You surely don't need us to tell you that a poll from an outlet like Breitbart, that allows people to vote as many times as they wish, and that produces results like this (probably made up), is less meaningful than putting on a blindfold and throwing darts. Still, even with Breitbart toting many lakes full of water for the President each day, he's still not happy, especially since Fox News has not been 100% on his side. So, he is also talking about starting his own "news" network, so that he can "put some real news out there." There is a name for an operation like that; it's called the Ministry of Propaganda (actually, in the U.S., it was called the Office of War Information during WWII, and the Committee on Public Information during World War I).
Naturally, Trump's allies in Congress are also doing what they can. Just about all of the biggies—Senate Majority Leader Mitch McConnell (R-KY), Sen. Lindsey Graham (R-SC), Sen. Ron Johnson (R-WI), and Sen. John Cornyn (R-TX), among others—have spoken to one or more media outlets this week, and insisted that there was no quid pro quo with the Ukrainians, that the whistleblower is a secondhand source who has no idea what he or she is talking about, and that there's nothing to see here. Trump allies in the House, meanwhile, have been deploying the (limited number of) parliamentary magic tricks at their disposal. House Minority Leader Kevin McCarthy (R-CA) has proposed a resolution that would end the impeachment inquiry, while several House Republicans are at work on a formal rebuke of House Intelligence Chair Adam Schiff (D-CA). As you may have heard, the Republicans are in the minority in the House, so these things will go nowhere. Still, when these are the tables you have available, these are the tables you pound. (Z)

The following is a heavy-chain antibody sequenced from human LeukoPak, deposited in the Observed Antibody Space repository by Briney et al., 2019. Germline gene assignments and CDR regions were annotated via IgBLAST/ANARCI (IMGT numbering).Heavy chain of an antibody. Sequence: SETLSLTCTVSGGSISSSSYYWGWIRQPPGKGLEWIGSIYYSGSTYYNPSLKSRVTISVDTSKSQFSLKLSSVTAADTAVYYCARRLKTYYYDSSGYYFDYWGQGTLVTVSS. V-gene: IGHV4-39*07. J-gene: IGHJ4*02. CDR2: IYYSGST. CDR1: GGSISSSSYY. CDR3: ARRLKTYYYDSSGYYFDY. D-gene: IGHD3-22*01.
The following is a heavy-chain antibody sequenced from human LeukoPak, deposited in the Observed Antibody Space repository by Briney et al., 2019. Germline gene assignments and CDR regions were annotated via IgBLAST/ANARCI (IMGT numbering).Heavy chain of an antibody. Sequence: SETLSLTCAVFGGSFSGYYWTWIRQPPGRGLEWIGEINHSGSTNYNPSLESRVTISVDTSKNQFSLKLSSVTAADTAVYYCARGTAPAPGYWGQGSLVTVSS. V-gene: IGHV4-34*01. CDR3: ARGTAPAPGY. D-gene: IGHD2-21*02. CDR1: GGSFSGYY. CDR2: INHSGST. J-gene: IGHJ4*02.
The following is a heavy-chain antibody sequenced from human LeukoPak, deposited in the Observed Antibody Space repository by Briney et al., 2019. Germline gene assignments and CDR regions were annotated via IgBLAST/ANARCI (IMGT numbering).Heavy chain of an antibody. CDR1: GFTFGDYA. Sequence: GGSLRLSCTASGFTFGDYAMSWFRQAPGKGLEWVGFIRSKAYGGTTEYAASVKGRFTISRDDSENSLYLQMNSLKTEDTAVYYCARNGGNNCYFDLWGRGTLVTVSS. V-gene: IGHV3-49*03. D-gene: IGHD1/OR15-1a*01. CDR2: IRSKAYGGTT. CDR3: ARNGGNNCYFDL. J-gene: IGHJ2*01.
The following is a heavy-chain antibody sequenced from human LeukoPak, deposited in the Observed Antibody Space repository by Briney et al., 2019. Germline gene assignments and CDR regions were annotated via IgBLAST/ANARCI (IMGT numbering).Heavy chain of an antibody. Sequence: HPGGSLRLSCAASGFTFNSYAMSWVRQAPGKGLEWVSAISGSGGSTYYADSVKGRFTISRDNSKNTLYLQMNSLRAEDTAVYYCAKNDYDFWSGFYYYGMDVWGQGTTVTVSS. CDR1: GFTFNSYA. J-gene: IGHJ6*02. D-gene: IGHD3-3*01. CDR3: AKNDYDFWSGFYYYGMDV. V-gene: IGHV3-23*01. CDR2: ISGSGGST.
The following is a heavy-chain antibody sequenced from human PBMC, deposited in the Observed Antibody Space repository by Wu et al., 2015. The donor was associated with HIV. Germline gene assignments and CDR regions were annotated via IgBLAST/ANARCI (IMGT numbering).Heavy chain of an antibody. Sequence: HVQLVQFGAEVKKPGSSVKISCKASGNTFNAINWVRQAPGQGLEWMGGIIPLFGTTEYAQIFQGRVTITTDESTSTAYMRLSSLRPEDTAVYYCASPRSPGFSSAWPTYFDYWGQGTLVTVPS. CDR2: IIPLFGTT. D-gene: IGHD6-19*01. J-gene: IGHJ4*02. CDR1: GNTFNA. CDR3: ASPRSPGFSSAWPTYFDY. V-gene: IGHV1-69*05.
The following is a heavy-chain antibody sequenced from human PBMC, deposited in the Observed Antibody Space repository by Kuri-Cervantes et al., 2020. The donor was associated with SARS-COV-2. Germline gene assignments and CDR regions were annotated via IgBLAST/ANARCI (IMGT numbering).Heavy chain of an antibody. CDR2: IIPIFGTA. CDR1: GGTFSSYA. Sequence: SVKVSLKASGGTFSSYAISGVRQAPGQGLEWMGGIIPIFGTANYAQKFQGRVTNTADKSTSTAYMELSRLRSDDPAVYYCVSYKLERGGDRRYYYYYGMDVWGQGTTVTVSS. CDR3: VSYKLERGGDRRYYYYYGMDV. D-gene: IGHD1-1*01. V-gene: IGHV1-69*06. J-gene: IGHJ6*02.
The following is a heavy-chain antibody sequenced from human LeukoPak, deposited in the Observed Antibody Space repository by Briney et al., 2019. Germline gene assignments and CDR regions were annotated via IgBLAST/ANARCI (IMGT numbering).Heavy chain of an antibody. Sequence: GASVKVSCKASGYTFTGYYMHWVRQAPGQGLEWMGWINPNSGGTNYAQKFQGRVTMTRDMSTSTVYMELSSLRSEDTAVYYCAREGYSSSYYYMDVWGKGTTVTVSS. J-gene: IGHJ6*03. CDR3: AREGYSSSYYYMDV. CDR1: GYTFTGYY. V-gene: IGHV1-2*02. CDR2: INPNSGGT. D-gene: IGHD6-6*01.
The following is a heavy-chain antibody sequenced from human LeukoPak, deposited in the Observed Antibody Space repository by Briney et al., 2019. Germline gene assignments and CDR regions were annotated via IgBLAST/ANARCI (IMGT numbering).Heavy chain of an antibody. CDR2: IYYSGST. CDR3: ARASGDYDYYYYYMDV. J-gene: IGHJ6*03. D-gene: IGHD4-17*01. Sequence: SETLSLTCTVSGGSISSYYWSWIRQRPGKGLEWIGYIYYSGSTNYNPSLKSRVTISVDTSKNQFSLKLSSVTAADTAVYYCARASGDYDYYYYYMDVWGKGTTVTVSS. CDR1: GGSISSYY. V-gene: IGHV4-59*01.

Earlier this week, we learned how much Donald Trump and the RNC raised in Q3 ($125M), along with Sen. Bernie Sanders (I-VT, $25.3M), Mayor Pete Buttigieg (D-South Bend, $19.1M), Sen. Kamala Harris (D-CA, $11.6M), Andrew Yang ($10M), and Sen. Cory Booker (D-NJ, $6.0M). On Thursday, another member of the Democratic field made his big reveal: Joe Biden.
Biden brought in $15.2 million, which is a middle-of-the pack number, and is about $7 million less than he collected in Q2. It is not so great for the frontrunner to be collecting considerably less than some of his rivals (Sanders), not to mention less than/not much more than candidates whom nobody had ever heard of nine months ago (Buttigieg/Yang). Fundraising, particularly at this point in the process, is about enthusiasm, and a big part of the secret of Sanders'/Buttigieg's/Yang's success is that their support is deep, even if it's not necessarily wide. As we have pointed out, an enthusiastic vote is worth precisely the same as an unenthusiastic one, so a lack of die-hard supporters is not necessarily fatal to a candidate. Still, unenthusiastic people also tend to be the ones who change their minds most easily when it comes to which candidate they are supporting, and also the ones who may not bother to get to the polls on the Election Day. Biden's fairly middling Q3 fundraising suggests that he's having real trouble getting people excited about his candidacy, while the reduced take suggests that the excitement that is there is waning. (Z)
Sen. Elizabeth Warren (D-MA) is the only major candidate who has not announced her Q3 fundraising totals. That information should be very interesting, particularly since she spends all of her time taking selfies, and very little of her time asking people for money. If her total rivals Bernie Sanders', or even if it outpaces Joe Biden's, that's going to be very good news for the campaign.
Whatever is happening with the money, there's also been some excellent news for the Senator in recent polls. The top-level numbers have pretty clearly affirmed her as the second-place candidate, and the main challenger to Joe Biden (at least, at the moment). Meanwhile, as Politico's Maya King points out, the crosstabs may have some even more significant good news for Warren: Her support among black voters is growing, and is up 5-10 points since August. Warren has made a concerted effort to hold outreach events for black voters, and has also made a point of speaking about issues that matter to that constituency, and it seems to be working.